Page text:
Ali’s father narrates his memories of last Eid when he could not bring himself to offer the prayers "without him". He describes his son’s passion to become an SSG commando, being very fond of their training videos. "Since Ali wanted to be in the army so I was ready for it but not in this way".

Another strange story is that of Muhammad Yaseen, 15, the only son of his parents. Yaseen, who had two adopted sisters, was earlier kidnapped for seven days but was freed after paying the ransom money. His mother Afshan Asif holds herself responsible for his shahdat because "Yaseen wanted to take a day off from school." She shares his commitment to become a doctor to fulfill his mother’s wish, even though he was supposed to take over his family business.

Shagufta Tahir had two sons studying in APS. The younger son Shaheer, 16, died while Muneeb was miraculously saved. Shaheer wanted to have Chinese food for lunch and when his mother insisted that he should eat other foods too, he hugged her and said: "Don’t get angry Mama. I will eat everything now."

Muneeb fell underneath two dead bodies and pretended he was dead. While the terrorists were loading their magazines, he opened his eyes but was lucky they didn’t see him. Once the terrorists moved to another room, Muneeb proceeded quietly to some other room where he stayed till the end of the operation.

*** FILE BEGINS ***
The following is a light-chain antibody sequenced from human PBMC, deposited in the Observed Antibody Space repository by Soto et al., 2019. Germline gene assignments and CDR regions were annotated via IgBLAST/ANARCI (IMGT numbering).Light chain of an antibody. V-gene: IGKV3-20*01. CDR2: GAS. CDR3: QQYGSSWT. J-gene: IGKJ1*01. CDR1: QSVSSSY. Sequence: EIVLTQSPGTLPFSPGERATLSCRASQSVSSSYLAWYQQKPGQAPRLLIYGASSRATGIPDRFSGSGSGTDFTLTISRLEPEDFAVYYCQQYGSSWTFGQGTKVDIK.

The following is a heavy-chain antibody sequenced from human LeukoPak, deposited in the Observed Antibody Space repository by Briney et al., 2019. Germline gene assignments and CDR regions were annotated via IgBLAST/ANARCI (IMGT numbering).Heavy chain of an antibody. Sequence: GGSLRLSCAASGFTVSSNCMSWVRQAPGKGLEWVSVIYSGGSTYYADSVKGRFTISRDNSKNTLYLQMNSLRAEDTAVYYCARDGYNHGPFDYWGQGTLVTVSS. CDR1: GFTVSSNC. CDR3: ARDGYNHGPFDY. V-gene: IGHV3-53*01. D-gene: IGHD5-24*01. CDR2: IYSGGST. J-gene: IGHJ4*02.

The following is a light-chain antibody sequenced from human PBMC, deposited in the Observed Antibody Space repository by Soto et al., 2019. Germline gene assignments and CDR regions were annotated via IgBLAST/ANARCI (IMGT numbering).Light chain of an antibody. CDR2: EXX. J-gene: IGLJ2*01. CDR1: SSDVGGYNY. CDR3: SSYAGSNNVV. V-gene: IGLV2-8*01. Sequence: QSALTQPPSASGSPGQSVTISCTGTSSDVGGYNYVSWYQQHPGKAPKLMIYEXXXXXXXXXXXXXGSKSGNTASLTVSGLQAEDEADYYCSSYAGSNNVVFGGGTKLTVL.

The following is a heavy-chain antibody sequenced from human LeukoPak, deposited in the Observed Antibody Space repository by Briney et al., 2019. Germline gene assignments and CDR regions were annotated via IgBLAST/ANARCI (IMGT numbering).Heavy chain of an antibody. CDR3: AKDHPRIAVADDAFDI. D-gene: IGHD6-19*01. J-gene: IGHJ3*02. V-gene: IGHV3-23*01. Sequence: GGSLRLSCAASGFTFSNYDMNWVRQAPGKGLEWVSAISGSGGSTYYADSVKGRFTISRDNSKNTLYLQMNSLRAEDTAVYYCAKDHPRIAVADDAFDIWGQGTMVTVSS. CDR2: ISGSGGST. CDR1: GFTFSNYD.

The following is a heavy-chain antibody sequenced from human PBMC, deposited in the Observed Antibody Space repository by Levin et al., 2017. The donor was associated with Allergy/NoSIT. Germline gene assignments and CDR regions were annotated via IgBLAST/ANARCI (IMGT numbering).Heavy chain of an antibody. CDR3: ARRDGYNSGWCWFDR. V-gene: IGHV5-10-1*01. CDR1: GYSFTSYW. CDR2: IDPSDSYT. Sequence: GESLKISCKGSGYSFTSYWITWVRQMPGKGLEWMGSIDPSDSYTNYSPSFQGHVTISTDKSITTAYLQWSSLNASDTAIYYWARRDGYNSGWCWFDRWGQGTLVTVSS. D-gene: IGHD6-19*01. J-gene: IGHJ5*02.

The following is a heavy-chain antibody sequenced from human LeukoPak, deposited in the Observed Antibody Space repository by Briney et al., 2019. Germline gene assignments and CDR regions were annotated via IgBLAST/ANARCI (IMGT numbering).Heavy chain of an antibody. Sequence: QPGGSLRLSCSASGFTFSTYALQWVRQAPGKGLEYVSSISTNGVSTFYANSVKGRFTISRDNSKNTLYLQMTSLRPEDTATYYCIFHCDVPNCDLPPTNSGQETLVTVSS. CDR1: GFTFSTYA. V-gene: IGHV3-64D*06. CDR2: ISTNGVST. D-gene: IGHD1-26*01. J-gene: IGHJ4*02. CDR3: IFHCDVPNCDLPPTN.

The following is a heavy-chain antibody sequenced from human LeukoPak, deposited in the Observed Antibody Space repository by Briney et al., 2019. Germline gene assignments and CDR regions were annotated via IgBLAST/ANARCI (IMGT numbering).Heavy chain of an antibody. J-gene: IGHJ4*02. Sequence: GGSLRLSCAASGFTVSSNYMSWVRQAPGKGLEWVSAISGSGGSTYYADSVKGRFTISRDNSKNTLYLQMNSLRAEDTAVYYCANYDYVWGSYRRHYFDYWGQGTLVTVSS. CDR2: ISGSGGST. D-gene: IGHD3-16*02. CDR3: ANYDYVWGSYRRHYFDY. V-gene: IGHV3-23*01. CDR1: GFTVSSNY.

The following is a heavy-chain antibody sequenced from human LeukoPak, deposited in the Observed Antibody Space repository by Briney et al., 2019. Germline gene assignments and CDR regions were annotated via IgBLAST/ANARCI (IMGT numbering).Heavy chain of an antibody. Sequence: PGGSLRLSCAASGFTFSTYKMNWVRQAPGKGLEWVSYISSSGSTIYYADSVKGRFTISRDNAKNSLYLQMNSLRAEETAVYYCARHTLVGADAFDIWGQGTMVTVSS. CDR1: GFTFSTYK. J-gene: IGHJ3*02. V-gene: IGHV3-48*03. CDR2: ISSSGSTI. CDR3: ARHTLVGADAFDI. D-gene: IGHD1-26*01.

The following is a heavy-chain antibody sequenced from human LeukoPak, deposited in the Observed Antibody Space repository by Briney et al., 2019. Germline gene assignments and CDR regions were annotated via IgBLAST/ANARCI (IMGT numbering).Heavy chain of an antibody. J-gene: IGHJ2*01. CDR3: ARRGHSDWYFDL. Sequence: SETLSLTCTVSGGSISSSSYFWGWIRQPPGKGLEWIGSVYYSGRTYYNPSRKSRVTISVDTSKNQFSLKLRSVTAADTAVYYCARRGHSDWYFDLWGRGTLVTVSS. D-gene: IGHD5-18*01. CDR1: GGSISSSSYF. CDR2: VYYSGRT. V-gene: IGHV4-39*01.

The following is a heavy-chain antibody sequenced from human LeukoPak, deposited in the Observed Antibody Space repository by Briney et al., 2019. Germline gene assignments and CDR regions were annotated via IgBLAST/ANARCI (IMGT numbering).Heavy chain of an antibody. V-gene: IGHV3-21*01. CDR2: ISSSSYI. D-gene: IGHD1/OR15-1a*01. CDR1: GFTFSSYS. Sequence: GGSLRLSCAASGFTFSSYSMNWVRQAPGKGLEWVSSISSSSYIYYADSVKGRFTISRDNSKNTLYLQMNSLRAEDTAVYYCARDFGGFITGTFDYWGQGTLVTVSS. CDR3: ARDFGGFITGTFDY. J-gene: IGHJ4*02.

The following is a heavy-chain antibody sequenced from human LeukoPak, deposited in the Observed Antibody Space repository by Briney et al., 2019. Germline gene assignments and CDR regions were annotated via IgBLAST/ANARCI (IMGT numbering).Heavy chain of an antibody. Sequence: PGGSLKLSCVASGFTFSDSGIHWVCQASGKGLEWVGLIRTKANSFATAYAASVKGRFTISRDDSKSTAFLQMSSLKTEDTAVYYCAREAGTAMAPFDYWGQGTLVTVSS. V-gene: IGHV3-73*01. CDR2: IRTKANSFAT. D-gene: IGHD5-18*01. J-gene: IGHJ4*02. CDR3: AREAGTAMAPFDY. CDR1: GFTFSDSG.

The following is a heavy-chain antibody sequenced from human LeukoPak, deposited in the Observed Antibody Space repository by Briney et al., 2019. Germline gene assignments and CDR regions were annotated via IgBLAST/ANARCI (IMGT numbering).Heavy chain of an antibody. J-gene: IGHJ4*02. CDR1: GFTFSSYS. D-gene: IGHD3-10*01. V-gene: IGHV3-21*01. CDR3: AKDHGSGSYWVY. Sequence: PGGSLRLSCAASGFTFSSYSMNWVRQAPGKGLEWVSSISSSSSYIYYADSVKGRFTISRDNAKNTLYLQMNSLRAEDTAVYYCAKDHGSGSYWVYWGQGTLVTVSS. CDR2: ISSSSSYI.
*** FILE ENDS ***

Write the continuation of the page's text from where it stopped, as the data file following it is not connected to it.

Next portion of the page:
Mobeen Afridi, 16, was a big fan of Argentine footballer Messi. The only son of Dr Farooque Shah, Mobeen wanted to be a doctor like his father. He planned to build a hospital for the poor with his two sisters. Passionate about football, he wanted his father to help him go abroad to play football.

His mother describes his love for their pet parrots. When his sister tried to release them, they hid themselves in the cage. They still have them as a memory of their shaheed son.

From the day I started this documentary film till now, I don’t know how many times have I cried. While editing, each time I listen to the interviews of parents, especially mothers, I cry and pity myself for making a film that would make people cry.

But let me share the real reason behind this documentary film. It is to let the people know the pain of the parents of these children. Though one year has passed, their wounds still haven’t healed. They are still waiting for the day terrorism and extremism are completely eliminated from Pakistan.

Documenting a year of grief